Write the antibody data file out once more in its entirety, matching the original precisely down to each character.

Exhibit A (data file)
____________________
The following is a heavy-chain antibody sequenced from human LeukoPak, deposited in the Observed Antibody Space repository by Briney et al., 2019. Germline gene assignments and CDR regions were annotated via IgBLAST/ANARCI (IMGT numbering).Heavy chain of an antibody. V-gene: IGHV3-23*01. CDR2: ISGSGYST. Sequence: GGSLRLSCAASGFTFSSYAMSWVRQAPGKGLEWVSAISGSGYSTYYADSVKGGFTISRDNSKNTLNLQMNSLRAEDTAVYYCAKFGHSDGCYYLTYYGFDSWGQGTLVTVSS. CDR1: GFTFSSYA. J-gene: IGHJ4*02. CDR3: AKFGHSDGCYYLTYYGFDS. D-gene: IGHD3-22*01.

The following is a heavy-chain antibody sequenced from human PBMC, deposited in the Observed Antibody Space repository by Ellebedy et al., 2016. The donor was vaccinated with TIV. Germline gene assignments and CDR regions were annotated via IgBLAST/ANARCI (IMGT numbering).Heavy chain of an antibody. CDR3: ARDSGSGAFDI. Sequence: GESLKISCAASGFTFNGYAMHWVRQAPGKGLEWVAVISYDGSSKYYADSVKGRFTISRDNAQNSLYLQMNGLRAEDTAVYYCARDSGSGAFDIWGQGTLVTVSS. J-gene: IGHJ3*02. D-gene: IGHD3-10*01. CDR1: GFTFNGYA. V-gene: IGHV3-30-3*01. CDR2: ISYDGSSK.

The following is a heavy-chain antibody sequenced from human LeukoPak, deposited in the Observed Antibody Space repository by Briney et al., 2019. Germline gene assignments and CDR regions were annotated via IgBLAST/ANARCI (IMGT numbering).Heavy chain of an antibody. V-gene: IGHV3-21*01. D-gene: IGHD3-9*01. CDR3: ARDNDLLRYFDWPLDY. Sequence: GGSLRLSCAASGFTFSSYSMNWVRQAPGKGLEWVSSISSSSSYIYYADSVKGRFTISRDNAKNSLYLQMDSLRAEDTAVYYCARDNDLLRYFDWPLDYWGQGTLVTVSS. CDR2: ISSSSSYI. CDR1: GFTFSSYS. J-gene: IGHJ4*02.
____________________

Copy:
The following is a heavy-chain antibody sequenced from human LeukoPak, deposited in the Observed Antibody Space repository by Briney et al., 2019. Germline gene assignments and CDR regions were annotated via IgBLAST/ANARCI (IMGT numbering).Heavy chain of an antibody. V-gene: IGHV3-23*01. CDR2: ISGSGYST. Sequence: GGSLRLSCAASGFTFSSYAMSWVRQAPGKGLEWVSAISGSGYSTYYADSVKGGFTISRDNSKNTLNLQMNSLRAEDTAVYYCAKFGHSDGCYYLTYYGFDSWGQGTLVTVSS. CDR1: GFTFSSYA. J-gene: IGHJ4*02. CDR3: AKFGHSDGCYYLTYYGFDS. D-gene: IGHD3-22*01.

The following is a heavy-chain antibody sequenced from human PBMC, deposited in the Observed Antibody Space repository by Ellebedy et al., 2016. The donor was vaccinated with TIV. Germline gene assignments and CDR regions were annotated via IgBLAST/ANARCI (IMGT numbering).Heavy chain of an antibody. CDR3: ARDSGSGAFDI. Sequence: GESLKISCAASGFTFNGYAMHWVRQAPGKGLEWVAVISYDGSSKYYADSVKGRFTISRDNAQNSLYLQMNGLRAEDTAVYYCARDSGSGAFDIWGQGTLVTVSS. J-gene: IGHJ3*02. D-gene: IGHD3-10*01. CDR1: GFTFNGYA. V-gene: IGHV3-30-3*01. CDR2: ISYDGSSK.

The following is a heavy-chain antibody sequenced from human LeukoPak, deposited in the Observed Antibody Space repository by Briney et al., 2019. Germline gene assignments and CDR regions were annotated via IgBLAST/ANARCI (IMGT numbering).Heavy chain of an antibody. V-gene: IGHV3-21*01. D-gene: IGHD3-9*01. CDR3: ARDNDLLRYFDWPLDY. Sequence: GGSLRLSCAASGFTFSSYSMNWVRQAPGKGLEWVSSISSSSSYIYYADSVKGRFTISRDNAKNSLYLQMDSLRAEDTAVYYCARDNDLLRYFDWPLDYWGQGTLVTVSS. CDR2: ISSSSSYI. CDR1: GFTFSSYS. J-gene: IGHJ4*02.